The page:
Board index » kylix » Re: Linux into the limelight

Re: Linux into the limelight


2004-02-06 01:31:20 AM
kylix1
Ender wrote:
Quote
>>Bob { Goddard } wrote:
>>>This means nothing unless you tell us how much memory it has to
>>>begin with.

>>Ok. Going to bother secretary again... At start Word XP take ~9Mb,
>>after loading 700K document it take 13Mb.

BG>No, you misunderstand. How much physical memory does the PC have to
BG>begin with? No how much memory does the app take.

Sorry i'm barely understand in what amount of memory you interested. I
mistaken when i wrote about Windows and Office versions.

Our secretary work with Windows 2000 Prof, 128Mb of total physical RAM.
Before MS Word 2000 start it has 64Mb of free physical RAM, after start it
has 55Mb of RAM free, after loading ~700K document it has 51Mb free.

My home PC is Windows XP with 384Mb ot total physical RAM.
Before MS Word XP start it has 148Mb of free physical RAM, after Word XP
start it has 134Mb of RAM free, after loading ~1.4Mb document (60 pages
with rich graphic) it has 121Mb free.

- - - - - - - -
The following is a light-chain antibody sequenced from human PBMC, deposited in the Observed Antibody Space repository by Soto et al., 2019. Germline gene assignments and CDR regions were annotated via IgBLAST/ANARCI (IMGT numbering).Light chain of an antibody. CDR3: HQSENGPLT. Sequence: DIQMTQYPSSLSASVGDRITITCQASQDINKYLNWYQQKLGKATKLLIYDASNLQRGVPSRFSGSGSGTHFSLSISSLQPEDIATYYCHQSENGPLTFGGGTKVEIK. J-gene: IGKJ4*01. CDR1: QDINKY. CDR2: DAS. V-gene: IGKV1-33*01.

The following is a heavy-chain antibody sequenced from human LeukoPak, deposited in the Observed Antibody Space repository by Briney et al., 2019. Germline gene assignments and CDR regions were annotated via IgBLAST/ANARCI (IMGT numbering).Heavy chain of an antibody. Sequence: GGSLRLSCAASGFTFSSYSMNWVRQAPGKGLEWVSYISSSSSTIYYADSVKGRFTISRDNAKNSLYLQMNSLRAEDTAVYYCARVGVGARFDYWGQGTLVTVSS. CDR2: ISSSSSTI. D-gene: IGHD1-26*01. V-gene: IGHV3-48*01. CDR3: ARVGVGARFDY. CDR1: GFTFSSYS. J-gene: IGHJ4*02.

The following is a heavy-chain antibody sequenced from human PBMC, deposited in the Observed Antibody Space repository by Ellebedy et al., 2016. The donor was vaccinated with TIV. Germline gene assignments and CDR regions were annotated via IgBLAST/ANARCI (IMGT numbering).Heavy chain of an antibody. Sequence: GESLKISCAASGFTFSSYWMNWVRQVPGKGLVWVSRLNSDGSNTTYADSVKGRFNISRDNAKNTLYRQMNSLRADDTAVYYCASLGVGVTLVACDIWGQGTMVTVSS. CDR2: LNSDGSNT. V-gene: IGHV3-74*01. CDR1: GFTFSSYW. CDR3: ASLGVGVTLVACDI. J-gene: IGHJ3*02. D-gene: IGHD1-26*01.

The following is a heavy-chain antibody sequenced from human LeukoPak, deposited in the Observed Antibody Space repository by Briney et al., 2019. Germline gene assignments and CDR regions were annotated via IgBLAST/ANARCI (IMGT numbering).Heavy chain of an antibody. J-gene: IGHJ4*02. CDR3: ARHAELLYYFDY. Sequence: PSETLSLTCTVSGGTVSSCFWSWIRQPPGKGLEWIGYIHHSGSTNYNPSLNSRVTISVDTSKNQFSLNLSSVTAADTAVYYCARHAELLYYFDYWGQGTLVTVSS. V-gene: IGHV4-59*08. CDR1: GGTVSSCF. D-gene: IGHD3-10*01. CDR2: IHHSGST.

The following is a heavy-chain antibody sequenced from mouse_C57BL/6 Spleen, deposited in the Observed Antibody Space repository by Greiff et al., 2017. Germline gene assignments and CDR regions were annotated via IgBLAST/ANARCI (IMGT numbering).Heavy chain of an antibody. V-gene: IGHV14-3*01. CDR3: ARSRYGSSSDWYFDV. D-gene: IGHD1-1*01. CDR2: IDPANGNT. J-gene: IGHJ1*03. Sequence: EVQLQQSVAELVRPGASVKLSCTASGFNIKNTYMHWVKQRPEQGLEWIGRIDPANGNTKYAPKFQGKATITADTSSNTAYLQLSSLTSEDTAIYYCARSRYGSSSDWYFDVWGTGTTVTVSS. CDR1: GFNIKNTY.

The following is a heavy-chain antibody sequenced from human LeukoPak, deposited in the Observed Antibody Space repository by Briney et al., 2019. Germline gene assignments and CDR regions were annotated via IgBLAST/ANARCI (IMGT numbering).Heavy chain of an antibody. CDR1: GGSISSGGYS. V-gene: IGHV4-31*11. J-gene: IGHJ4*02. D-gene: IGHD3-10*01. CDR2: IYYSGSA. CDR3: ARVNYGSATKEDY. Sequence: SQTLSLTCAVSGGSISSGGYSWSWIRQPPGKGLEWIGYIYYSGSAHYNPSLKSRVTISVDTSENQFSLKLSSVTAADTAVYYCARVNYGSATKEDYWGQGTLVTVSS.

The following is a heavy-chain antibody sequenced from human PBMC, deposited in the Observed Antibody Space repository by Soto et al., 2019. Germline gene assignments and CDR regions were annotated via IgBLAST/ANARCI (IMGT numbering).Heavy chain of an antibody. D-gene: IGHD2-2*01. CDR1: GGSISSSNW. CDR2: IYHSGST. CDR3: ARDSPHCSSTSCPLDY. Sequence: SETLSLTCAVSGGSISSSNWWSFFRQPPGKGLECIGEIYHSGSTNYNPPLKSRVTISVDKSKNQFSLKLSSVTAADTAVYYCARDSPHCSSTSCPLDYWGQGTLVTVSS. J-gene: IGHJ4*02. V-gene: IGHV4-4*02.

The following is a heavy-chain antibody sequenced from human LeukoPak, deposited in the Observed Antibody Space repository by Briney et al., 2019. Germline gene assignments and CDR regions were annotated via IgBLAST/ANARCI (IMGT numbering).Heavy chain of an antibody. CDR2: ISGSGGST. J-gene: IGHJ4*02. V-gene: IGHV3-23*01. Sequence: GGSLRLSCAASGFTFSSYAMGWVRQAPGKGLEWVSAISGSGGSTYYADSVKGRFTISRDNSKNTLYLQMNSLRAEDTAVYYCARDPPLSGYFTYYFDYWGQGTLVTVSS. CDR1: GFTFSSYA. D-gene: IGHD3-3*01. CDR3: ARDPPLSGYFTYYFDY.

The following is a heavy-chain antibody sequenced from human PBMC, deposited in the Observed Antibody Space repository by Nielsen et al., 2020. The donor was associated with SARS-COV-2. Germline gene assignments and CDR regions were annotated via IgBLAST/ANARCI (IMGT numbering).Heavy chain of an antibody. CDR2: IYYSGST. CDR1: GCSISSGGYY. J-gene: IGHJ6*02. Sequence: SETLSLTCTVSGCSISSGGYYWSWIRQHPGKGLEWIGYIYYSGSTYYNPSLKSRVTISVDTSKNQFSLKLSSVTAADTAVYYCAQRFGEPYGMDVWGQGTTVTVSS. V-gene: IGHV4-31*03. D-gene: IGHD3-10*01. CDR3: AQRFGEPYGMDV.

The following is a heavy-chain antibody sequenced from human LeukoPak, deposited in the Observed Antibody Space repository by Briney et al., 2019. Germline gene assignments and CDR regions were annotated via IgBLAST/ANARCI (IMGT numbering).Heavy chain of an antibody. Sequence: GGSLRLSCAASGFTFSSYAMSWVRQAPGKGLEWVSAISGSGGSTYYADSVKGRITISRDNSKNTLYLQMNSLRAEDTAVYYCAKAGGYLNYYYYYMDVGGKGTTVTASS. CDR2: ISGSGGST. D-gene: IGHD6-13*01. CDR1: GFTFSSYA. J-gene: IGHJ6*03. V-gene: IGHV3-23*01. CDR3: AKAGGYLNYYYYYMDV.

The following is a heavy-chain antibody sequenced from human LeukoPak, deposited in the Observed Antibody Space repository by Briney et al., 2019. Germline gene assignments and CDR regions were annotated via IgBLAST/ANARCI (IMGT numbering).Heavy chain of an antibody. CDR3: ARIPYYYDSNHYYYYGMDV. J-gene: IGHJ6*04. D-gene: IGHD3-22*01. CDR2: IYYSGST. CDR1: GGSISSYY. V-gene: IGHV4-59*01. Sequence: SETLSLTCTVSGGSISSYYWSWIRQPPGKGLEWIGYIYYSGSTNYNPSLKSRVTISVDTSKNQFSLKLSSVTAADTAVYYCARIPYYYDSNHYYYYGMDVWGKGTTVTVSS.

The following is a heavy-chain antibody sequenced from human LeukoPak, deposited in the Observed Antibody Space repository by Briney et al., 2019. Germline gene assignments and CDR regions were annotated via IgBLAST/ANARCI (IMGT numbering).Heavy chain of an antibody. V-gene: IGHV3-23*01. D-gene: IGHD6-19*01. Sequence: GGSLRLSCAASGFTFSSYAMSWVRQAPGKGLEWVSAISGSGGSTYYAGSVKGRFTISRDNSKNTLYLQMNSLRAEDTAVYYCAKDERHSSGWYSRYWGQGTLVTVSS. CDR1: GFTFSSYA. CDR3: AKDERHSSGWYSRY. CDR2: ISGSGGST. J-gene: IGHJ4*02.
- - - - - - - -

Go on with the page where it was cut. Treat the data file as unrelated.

As I'm sure you understand from the above, all this does is show
that the amount of memory an app uses, either at the start or
having been used, largely depends on how much memory is available.
Or to put it another way..... You cannot compare the memory
used by WordXP on a system with 128MB with one running
OpenOffice with 512MB since the o/s with OO running will
load more of the app to fill the available space.
B
--
www.mailtrap.org.uk/
 
 

Re:Re: Linux into the limelight

Bob { Goddard } wrote:
Quote
As I'm sure you understand from the above, all this does is show
that the amount of memory an app uses, either at the start or
having been used, largely depends on how much memory is available.
Or to put it another way..... You cannot compare the memory
used by WordXP on a system with 128MB with one running
OpenOffice with 512MB since the o/s with OO running will
load more of the app to fill the available space.
Sorry, but i cannot agree. Before upgrading of my office PC i have 384Mb of
memory. Numbers for OpenOffice.Writer has not changed at all.
 

Re:Re: Linux into the limelight

Ender wrote:
Quote
Bob { Goddard } wrote:
>As I'm sure you understand from the above, all this does is show
>that the amount of memory an app uses, either at the start or
>having been used, largely depends on how much memory is available.
>Or to put it another way..... You cannot compare the memory
>used by WordXP on a system with 128MB with one running
>OpenOffice with 512MB since the o/s with OO running will
>load more of the app to fill the available space.

Sorry, but i cannot agree. Before upgrading of my office PC i have 384Mb
of memory. Numbers for OpenOffice.Writer has not changed at all.